[time-nuts] HP5061B Versus HP5071 Cesium Line Frequencies

Bob kb8tq kb8tq at n1k.org
Sun Jun 4 19:40:11 EDT 2017


A thermistor has *no* output unless it is in a circuit that biases it up. A thermocouple
is the one that has an output when no bias is present….

Take a 10K thermistor and a 10K resistor and put them in series.  You will get roughly Vcc / 2 at 25C
at the junction of the two parts.. The output will change about 1.5% per degree. With a 5V Vcc, that’s 
around 38 mV/C. 


> On Jun 4, 2017, at 4:49 PM, Donald E. Pauly <trojancowboy at gmail.com> wrote:
> I own several Fluke 52 stereo thermometers with K themocouples.  They
> run 40 μV/C°.  All thermistors have tiny outputs without op amps.
> They also suffer from self heating.  AD590 sensors give AT LEAST 15
> mV/C° without op amps.  If a regulated 3,000V supply is available they
> can give 2 V/C° into a 1 Watt 10 Meg resistor.
> πθ°μΩω±√·Γλ
> ---------- Forwarded message ----------
> From: Bob kb8tq <kb8tq at n1k.org>
> Date: Sun, Jun 4, 2017 at 11:46 AM
> Subject: Re: [time-nuts] HP5061B Versus HP5071 Cesium Line Frequencies
> To: Discussion of precise time and frequency measurement <time-nuts at febo.com>
> Cc: "rward0 at aol.com" <rward0 at aol.com>, "Donald E. Pauly"
> <trojancowboy at gmail.com>
> Hi
> I think you have thermistors and thermocouples a bit mixed up. You can get
> quite substantial output voltages from a thermistor bridge….
> Bob
>> On Jun 4, 2017, at 11:44 AM, Donald E. Pauly <trojancowboy at gmail.com> wrote:
>> I stand by my remark that thermistors have been obsolete for over 40
>> years.  The only exception that I know of is cesium beam tubes that
>> must withstand a 350° C bakeout.  Thermistors are unstable and
>> manufactured with a witches brew straight out of MacBeth.  Their
>> output voltages are tiny and are they inconvenient to use at different
>> temperatures.
>> Where did you get the idea to use a 1 k load for an AD590?  If you run
>> it from a -5 V supply you can use a 15 k load to a +5V supply.  This
>> gives 15 V/C° output.  If you drive it from a 10 Meg impedance current
>> source, you get 30,000 V/ C°.  If I remember correctly, I drove a
>> power MOSFET heater gate directly in my prototype oven 20 years ago.
>> It would go from full off to full on in 1/15 ° C.  Noise is 1/25,000 °
>> C in a 1 cycle bandwidth.
>> The room temperature coefficient of an AT crystal is -100 ppb per
>> reference cut angle in minutes.  (-600 ppb/C° for standard crystal)
>> The practical limit in a crystal designed for room temperature is
>> about 0.1' cut accuracy or ±10 ppb/C°.  If you have access to an
>> atomic standard, you can use feed forward to get ±1 ppb/C°.  If the
>> temperature can be held to ±0.001° C, this is ±1 part per trillion.
>> This kind of accuracy has never been heard of.  Feed forward also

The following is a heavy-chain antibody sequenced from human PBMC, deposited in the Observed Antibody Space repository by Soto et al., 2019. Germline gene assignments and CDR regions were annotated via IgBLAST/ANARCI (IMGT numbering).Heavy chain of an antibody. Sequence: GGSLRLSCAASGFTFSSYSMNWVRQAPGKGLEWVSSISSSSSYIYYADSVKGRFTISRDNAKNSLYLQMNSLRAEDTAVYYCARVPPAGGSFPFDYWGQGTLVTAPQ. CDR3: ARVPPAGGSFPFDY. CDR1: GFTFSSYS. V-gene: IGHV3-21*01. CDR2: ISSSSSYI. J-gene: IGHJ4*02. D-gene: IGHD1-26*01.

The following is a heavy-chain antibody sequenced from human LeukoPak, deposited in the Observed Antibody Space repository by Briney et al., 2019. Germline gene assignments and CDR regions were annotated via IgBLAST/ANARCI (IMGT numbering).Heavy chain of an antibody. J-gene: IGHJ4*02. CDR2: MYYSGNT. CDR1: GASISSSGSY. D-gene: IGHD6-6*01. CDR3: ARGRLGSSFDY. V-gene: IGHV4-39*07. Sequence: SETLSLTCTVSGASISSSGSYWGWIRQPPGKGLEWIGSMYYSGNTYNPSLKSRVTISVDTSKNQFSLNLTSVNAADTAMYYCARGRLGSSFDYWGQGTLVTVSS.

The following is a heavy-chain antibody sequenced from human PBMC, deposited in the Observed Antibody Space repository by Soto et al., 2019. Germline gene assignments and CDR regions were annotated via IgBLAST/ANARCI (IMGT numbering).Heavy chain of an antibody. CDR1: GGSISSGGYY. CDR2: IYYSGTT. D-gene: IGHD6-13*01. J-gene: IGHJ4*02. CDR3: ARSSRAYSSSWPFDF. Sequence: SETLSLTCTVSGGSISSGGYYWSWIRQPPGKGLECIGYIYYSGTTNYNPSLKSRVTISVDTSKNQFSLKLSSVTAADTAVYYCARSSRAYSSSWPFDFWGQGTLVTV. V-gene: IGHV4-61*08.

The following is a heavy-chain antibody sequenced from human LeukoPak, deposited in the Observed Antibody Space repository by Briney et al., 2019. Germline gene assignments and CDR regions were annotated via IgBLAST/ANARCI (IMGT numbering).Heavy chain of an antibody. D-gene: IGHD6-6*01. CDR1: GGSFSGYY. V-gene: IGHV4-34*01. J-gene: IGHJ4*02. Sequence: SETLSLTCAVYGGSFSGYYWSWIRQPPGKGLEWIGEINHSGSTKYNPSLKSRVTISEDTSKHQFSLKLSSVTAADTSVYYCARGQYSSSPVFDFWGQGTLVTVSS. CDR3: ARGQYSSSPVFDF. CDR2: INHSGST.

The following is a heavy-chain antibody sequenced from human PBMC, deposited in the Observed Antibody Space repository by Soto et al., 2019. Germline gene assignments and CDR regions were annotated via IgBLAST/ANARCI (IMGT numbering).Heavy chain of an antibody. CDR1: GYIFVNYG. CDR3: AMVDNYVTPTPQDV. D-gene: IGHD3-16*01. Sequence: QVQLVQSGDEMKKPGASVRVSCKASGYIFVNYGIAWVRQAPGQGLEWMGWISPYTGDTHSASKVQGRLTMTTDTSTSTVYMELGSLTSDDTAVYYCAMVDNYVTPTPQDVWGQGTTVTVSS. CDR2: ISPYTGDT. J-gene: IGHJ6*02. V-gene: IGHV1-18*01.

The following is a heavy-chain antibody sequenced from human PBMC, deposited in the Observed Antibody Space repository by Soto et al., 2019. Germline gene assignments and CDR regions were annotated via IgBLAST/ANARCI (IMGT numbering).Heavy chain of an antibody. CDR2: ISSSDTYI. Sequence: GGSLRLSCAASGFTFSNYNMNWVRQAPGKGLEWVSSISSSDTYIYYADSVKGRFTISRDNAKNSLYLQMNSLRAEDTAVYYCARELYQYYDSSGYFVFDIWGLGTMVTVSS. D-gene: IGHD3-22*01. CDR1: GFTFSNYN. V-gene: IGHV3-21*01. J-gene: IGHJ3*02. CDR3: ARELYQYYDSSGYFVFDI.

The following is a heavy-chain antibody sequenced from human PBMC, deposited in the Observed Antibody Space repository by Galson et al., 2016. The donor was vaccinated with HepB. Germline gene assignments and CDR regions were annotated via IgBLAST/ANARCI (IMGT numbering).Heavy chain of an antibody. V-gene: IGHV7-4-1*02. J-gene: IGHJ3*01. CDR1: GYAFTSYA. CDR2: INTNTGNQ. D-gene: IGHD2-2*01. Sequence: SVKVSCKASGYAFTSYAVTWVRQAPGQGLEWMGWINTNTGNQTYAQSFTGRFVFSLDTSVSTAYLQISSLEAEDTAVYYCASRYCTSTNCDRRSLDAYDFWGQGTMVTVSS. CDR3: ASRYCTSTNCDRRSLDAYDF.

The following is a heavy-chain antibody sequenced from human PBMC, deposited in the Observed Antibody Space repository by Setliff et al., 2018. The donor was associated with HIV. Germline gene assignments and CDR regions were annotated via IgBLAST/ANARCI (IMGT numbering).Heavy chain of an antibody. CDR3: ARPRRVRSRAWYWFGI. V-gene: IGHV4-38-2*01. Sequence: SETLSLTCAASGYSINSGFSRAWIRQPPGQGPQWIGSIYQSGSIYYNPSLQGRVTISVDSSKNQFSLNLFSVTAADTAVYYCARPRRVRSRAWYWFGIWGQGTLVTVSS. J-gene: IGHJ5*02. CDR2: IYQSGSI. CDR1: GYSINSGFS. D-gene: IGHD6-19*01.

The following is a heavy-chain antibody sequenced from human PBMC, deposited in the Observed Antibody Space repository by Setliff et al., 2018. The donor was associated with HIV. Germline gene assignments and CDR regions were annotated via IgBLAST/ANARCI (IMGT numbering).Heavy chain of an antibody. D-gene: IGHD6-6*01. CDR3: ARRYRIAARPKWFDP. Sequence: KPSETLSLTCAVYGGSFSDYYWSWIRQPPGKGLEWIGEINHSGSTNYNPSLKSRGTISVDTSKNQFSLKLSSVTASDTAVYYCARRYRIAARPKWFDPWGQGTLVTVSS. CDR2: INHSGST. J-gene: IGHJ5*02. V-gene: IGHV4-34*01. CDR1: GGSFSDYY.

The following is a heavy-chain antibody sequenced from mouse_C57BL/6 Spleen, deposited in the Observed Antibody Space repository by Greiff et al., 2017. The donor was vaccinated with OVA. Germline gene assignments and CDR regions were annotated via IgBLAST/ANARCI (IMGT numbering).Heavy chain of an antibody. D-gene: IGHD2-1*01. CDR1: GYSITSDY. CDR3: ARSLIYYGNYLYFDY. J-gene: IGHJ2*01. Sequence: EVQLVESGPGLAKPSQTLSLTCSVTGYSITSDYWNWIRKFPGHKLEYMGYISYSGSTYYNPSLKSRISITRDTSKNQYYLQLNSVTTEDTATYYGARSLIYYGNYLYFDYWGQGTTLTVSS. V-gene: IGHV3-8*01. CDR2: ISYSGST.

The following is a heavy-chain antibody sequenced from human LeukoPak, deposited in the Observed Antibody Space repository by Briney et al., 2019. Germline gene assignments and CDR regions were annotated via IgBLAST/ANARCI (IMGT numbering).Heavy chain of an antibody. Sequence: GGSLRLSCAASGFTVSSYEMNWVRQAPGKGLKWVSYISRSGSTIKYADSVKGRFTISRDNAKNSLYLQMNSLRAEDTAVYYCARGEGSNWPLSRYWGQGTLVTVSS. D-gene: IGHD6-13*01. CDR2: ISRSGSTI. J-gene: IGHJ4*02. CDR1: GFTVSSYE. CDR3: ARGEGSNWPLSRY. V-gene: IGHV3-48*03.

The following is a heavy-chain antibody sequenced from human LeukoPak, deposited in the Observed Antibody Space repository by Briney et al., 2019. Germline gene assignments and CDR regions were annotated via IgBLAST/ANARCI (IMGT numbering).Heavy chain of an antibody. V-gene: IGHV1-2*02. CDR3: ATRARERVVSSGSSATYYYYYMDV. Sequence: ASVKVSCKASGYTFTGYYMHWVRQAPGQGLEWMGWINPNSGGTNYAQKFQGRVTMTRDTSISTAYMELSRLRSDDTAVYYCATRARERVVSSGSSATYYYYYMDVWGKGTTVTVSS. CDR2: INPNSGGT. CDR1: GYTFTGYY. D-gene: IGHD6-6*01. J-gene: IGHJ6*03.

>> allows you to incorporate the components of the oscillator into the
>> thermal behavior.  It does no good to have a perfect crystal if the
>> oscillator components drift.
>> πθ°μΩω±√·Γλ
>> ---------- Forwarded message ----------
>> From: jimlux <jimlux at earthlink.net>
>> Date: Sun, Jun 4, 2017 at 4:47 AM
>> Subject: Re: [time-nuts] Fwd: HP5061B Versus HP5071 Cesium Line Frequencies
>> To: time-nuts at febo.com
>> On 6/3/17 9:56 PM, Donald E. Pauly wrote:
>>> It was only in the early 70s that Analog Devices invented the AD590
>>> solid state temperature sensor.  It made thermister bridges obsolete.
>> There is a difference between something like a platinum resistance
>> thermometer (PRT or RTD) and a thermistor, but they both are "measure
>> resistance to measure temperature" devices.
>> Yes, the AD590 is a useful part (I've got some in a device being
>> launched in August), but PRTs,thermistors, and thermocouples are still
>> widely used.
>> I don't know that the inherent precision (at room temperature)of the
>> various techniques is wildly different.  A 1mV/K signal (AD590 into a
>> 1k resistor) has to be measured to 0.1mV for 0.1 degree accuracy.
>> That's out of 300mV, so 1 part in 3000
>> A type E thermocouple is 1.495 mV at 25C and 1.801 at 30C, so about
>> 0.06 mV/K slope. Measure 0.006mV for 0.1 degree  (plus the "cold
>> junction" issue).  1 part in 250 measurement.
>> Modern RTDs all are 0.00385 ohm/ohm/degree at 25C.  Typically, you
>> have a 100 ohm device (although there are Pt1000s), so it's changing
>> 0.385 ohm/degree.  1 part in 3000
>> Checking the Omega catalog.. A 44007 has nominal 5k at 25C, and is
>> 4787 at 26C, so 1 part in 24.
>> Especially these days, with computers to deal with nonlinear
>> calibration curves, there's an awful lot of TCs and Thermistors in
>> use. The big advantage of the AD590 and PRT is that they are basically
>> linear over a convenient temperature range.
>> In a variety applications, other aspects of the measurement device are
>> important - ESD sensitivity, tolerance to wildly out of spec
>> temperature without damage, radiation effects etc.  Not an issue here,
>> but I'll note that the thermistor, PRT, and thermocouple are
>> essentially ESD immune. The AD590 most certainly is not.
>> If you go out and buy cheap industrial PID temperature controller it
>> will have input modes for various thermocouples and PRTs.  I suppose
>> there's probably some that take 1uA/K, but it's not something I would
>> expect.
>> So I wouldn't say thermistor bridges (or other temperature
>> measurements) are obsolete.
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